Case Study: Pinellas County Emergency Response and Control Center Equipped with Tornado-Resistant FenestrationJanuary 23, 2012
The modern two-story 80,385 sq. ft. Pinellas County, FL, operations building, built at a cost of $26.1 million in 2010, is constructed of reinforced tilt-wall concrete precast wall panels, with a flat concrete composite roof and with structural steel interior. It is a fully-equipped emergency storm shelter, the first new construction project furnished with Winco Window Company (St. Louis, MO) tornado-rated windows.
Located at 22211 U.S. Highway 59 in Clearwater, the sprawling multipurpose structure has achieved LEED® GOLD certification by the U. S. Green Building Council (USGBC).
Wind Damage Protection Beyond Hurricane Velocities
Tornado season came in with a vengeance the Spring of 2011 in parts of the Southeast and in the Midwestern region known as Tornado Alley. In April, more than 300 died in over 600 tornado-velocity storms – the worst month for U.S. tornadoes, smashing the previous record of 267 set in 1974, according to the U.S. Weather Service.
With tornado incidents on the rise, a new generation of heavy commercial aluminum windows and doors offers a higher degree of protection from wind damage. The 164 tornado-rated windows in the Pinellas County Emergency Response and Control Center achieve a once-unobtainable level of protection from extreme velocity storms approaching 200 mph. The windows are modified Series 3350 fixed units. Average window size is 4 ft. by 3 ft. The 1-1/2-inch IG glazing system consists of green-tint low-e laminated heat-strengthened glass with a half inch polycarbonate interior panel.
Disaster Protection Combined with Environmental Efficiency
If disaster strikes, the operations center will serve as the public works emergency center and shelter for first responders and can house three shifts of 50 people each for up to seven days without outside supplies. Up to 32 emergency vehicles can be protected inside the same building.
- The building is designed to withstand a Category 5 hurricane event (156 mph one-minute sustained wind or 190 mph three-second gust) with redundant emergency systems and seven days of sustainability for power, water, sewage and building systems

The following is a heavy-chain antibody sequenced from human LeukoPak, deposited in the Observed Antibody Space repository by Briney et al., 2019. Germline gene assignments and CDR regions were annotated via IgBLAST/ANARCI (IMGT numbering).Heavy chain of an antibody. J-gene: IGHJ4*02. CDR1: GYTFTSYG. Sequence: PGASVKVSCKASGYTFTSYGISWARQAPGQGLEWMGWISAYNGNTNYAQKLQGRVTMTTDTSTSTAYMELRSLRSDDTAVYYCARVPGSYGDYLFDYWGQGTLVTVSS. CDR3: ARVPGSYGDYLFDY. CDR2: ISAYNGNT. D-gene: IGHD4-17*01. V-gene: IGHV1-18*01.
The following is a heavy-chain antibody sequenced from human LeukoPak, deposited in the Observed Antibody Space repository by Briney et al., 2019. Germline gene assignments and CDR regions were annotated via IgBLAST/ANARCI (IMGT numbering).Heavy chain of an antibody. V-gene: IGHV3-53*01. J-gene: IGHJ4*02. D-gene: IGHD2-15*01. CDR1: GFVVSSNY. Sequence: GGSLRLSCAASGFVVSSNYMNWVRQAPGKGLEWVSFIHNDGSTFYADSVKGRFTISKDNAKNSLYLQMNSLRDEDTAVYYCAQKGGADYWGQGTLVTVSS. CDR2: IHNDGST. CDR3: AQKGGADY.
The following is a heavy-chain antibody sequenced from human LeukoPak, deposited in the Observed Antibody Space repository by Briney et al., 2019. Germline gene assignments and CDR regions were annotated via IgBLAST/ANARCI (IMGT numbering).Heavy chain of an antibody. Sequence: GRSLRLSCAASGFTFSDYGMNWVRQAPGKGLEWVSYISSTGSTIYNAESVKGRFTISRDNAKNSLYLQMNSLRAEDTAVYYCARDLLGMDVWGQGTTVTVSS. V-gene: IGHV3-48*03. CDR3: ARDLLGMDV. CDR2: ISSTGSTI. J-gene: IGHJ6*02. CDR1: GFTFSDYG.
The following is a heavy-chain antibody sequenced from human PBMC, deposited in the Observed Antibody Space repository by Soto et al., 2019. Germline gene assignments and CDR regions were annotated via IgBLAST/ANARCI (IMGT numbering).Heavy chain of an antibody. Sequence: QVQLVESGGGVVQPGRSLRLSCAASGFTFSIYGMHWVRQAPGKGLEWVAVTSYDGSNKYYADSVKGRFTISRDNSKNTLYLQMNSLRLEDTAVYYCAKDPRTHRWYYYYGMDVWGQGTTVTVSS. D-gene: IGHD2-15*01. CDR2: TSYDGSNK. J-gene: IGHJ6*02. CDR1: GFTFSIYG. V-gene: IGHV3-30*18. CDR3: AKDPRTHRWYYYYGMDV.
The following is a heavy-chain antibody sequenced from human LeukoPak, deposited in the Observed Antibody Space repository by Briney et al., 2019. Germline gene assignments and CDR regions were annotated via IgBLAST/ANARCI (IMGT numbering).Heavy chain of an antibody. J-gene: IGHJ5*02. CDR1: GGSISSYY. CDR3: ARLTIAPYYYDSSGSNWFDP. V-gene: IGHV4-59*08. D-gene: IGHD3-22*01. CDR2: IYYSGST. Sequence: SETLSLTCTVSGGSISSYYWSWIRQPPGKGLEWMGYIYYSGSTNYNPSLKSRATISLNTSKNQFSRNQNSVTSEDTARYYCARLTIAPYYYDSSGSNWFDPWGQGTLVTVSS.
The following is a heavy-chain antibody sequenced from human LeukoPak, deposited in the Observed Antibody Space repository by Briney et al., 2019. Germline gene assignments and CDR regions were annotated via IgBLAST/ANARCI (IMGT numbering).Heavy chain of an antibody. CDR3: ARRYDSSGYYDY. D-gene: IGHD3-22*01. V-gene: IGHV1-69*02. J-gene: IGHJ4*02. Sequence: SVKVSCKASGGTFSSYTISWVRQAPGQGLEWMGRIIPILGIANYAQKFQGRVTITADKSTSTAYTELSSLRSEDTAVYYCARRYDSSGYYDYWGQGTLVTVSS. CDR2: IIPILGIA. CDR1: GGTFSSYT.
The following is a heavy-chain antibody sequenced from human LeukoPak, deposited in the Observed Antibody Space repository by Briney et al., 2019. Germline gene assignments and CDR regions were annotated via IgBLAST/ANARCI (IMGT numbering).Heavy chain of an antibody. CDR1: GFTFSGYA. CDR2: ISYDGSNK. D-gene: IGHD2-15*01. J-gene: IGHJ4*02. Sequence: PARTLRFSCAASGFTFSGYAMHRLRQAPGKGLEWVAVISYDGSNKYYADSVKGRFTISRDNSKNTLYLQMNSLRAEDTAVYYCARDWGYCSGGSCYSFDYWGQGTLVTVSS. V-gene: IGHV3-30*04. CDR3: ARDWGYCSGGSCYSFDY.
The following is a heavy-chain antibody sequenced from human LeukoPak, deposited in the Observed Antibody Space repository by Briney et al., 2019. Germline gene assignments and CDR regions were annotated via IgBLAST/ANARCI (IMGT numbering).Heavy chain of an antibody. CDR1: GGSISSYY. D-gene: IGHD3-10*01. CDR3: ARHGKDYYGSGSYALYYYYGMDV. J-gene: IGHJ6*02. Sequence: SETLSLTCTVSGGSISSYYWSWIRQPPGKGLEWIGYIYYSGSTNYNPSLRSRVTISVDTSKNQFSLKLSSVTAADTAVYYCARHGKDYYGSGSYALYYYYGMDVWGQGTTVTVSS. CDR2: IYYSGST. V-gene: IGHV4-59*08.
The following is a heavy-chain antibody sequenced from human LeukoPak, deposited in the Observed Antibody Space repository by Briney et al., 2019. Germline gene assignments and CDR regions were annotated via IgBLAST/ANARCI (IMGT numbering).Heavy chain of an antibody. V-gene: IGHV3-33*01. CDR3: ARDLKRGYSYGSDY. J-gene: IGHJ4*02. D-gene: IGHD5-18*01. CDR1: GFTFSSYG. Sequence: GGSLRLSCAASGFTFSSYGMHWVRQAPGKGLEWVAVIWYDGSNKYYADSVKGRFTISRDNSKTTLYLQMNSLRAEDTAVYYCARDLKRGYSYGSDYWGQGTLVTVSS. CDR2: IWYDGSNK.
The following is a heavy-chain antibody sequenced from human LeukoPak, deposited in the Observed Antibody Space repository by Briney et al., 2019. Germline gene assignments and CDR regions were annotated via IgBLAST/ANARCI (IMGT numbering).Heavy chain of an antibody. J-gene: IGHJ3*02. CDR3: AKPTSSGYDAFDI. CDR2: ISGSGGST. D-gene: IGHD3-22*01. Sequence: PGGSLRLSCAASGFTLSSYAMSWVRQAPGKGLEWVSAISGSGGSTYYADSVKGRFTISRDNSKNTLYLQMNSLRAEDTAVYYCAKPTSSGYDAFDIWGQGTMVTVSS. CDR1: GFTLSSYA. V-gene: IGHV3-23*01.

- Officials anticipate an annual reduction of 20 percent in electricity, 65 percent for water and 70 percent for waste water will be realized in the LEED-certified building that opened in 2010
- Windows and doors were FEMA 361 impact tested at an independent test lab
- Outstanding protection from noise and water infiltration
- Construction materials are over 20 percent recycled content
- Energy-efficient air conditioning and lighting
- Highly reflective “cool” roof
- Low-flow plumbing fixtures and recycled gray water
- Water-efficient landscaping
Phase I planning began in March 2008 for the design/build project. Phase II costs were approved. Construction was initiated in early 2009 and finished in July 2010.
Why Tornado Windows Were Specified
Says Hennessy Construction’s Sid Talsma, “Normal wind velocity requirements for this area are up to 160 mph or Hurricane Category 5. The windows in the Control Center are rated for 190 mph or FEMA 361.”
Architect Mike Mason of Mason Blau and Associates has been designing in the hurricane-prone Gulf area for years. “After the 2004-2005 hurricane season, we began doing critical buildings for public works facilities. Everybody was looking for higher wind speeds than what was previously considered normal for Florida coastal areas. While the local building code calls for a wind speed of 127 miles per hour, the county governments and some municipalities were now looking for much higher wind speeds. So we set the threshold for this particular building at 165 miles per hour sustained wind speed. At the same time, we set the goal for 195 mph for a three-second wind gust, which put us into tornadic wind level. The fenestration manufacturers were chosen because they made products that meet the FEMA 361 standard.”
Design and Performance Options
All the tornado impact windows were made with reinforced aluminum frames with a 1-1/2-inch glazing leg. Laminated interlayer and polycarbonate sheets can save property and lives. They also provide protection from noise, wind and water infiltration, as well as energy-saving thermal ratings of 0.35 U-Value or better.
AAMA Tornado Fenestration Specification
AAMA offers a voluntary specification for testing and rating building components that will be exposed to tornados and similar wind and rain conditions.
AAMA 512-11, Voluntary Specifications for Tornado Hazard Mitigating Fenestration Products, uses existing test methods and other procedures to qualify windows and other glazed fenestration products for hazard mitigation. The document provides a system for rating the ability of windows to withstand impact, pressure cycling and water penetration, which are generally associated with tornado conditions.
The AAMA Tornado Hazard Mitigation Task Group was chaired by Gantt Miller, Chairman of Winco Window Company. “In creating this specification,” says Miller, “the intent is that injury, loss of life and damages resulting from tornadoes and severe weather conditions can be prevented or greatly lessened.”
Downloads and hard copies of AAMA 512-11 are available in AAMA’s Online Publication Store.